January 10, 2014; Stateline
The National Association of State Budget Officers has released its Fiscal Survey of the States and the National Association of State Legislatures has issued its State Budget Update. Both reports are from the fall of 2013, but are getting attention now that the nation is looking closely at prospects for the remainder of fiscal year 2014, as in Stateline writer Elaine Povich’s review of the NASBO report. Given that many nonprofits live, eat, and breathe state budget dynamics, the convergent and divergent parts of the NASBO and NCSL analyses carry weight.
Both reports suggest that many states are doing much better on the revenue front than in recent years. According to the NCSL, of the 37 states plus the District of Columbia that collect personal income taxes, corporate income taxes, and sales taxes, Massachusetts, North Dakota, Pennsylvania, and Wisconsin report that their collections were higher than expected in all three. Among that group, only West Virginia indicated lower than projected revenues in all three categories. Of all states and D.C., based on current trends, 38 said that they were likely to meet their revenue collection targets for FY2014 and eight predicted exceeding revenue targets. The NASBO report tempered this with the following commentary: “Although revenues are expected to increase in fiscal 2014, states are not projecting a rise in tax collections comparable to the gains in fiscal 2013. Revenues increased by 5.7 percent in fiscal 2013, while states project revenues to rise by only 0.8 percent in fiscal 2014.” NASBO predicted “sluggish growth” in health care, higher education, and aid to local governments as behind the lower 2014 estimates.
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Of importance for nonprofit affordable housing and community development groups that often use state housing programs capitalized by real estate transfer fees and taxes, NCSL reported that these taxes were coming in on target in 17 states and the District of Columbia, and above projections in Florida, Virginia, Pennsylvania, New Hampshire, and Wisconsin. Only New Jersey and Tennessee predicted revenues below budget targets. That means good news for Florida, where the Documentary Stamp Surtax program has assisted numerous affordable housing developments, but potentially bad news for New Jersey where the Neighborhood Preservation Balanced Housing Program is funded by the NJ Realty Transfer Tax.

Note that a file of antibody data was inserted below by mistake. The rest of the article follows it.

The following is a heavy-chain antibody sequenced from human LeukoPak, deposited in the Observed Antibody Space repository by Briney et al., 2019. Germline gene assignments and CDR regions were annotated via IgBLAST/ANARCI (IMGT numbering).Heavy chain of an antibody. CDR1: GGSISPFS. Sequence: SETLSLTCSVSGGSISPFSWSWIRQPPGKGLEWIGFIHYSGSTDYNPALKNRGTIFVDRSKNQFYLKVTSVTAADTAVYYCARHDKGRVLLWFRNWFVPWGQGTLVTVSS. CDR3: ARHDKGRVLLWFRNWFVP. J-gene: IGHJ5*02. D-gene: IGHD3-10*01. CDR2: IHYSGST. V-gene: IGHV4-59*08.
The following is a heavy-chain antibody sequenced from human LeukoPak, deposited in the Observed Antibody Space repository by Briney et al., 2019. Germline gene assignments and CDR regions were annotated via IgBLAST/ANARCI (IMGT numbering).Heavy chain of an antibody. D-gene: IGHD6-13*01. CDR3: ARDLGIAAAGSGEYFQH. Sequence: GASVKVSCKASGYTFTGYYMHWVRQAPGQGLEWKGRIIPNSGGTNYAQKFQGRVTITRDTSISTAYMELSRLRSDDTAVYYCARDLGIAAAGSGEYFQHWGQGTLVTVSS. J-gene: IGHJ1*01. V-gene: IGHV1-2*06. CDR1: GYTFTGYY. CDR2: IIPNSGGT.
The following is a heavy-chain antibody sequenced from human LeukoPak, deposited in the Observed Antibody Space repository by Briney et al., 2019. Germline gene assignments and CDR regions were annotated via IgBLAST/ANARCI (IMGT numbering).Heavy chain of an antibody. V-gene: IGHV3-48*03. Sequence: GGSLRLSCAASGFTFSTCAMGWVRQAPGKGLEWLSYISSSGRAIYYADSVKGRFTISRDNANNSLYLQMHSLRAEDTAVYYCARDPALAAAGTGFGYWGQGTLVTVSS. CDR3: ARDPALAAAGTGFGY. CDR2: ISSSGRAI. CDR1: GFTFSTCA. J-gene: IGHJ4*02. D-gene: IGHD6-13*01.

NASBO identifies several states with double-digit percentage increases in anticipated expenditures for fiscal 2014—North Dakota (42.9 percent), Oregon (14.2), Ohio (11.4), Texas (12.0), Montana (10.2), and Hawaii (12.9)—and a handful of states with decreases—Alaska (-8.5 percent), Connecticut (-9.6), Illinois (-0.5), Kansas (-3.3), Minnesota (-0.3), West Virginia (-2.0), and Wyoming (-0.1). But the key, whether up or down, is where the expenditures will go. NASBO indicates that program cuts in public assistance are slated for Arkansas, Delaware, Louisiana, Massachusetts, Michigan, New York, Ohio, Pennsylvania, and West Virginia. Cuts in K-12 education are slated for Wyoming, West Virginia, Missouri, Minnesota, and Kansas.
West Virginia shows revenue shortfalls plus multi-program budget cuts, which won’t serve it well as it tries to deal with what might be a prolonged and costly water contamination crisis. But other states have specific budget issues that might impact nonprofits. The NCSL report noted that Maryland, for example, is predicting a $25 million shortfall for spending in foster care maintenance, legal services, and child support enforcement. Wisconsin is already over budget in its public assistance cash benefits, while Vermont reports being over budget in general assistance payments and homelessness services.
The headlines have been generally about state fiscal situations looking up, but for nonprofits, the news is buried in the details—which revenue sources are going up or down, which expenditure categories have been slated for cuts, where are program expenditures already or predicted to go over budget. While total state revenues may be generally looking positive, the overall picture for some categories of state expenditures is much more mixed and still not making up for the shortfalls and cuts that occurred at the height of the Great Recession.
Perhaps some nonprofits think that these reports on state budget issues don’t affect them, because they are largely charitably funded and don’t rely on government grants and contracts. That kind of myopic vision is troubling. Even for those nonprofits that don’t seek or receive government money directly, their constituents and clients are probably getting government support for the services and programs they use—and perhaps even to pay for some of the services they get from the otherwise privately funded service providers. All nonprofits have to pay attention to state budget dynamics, because they are all affected, directly or indirectly—and unavoidably.—Rick Cohen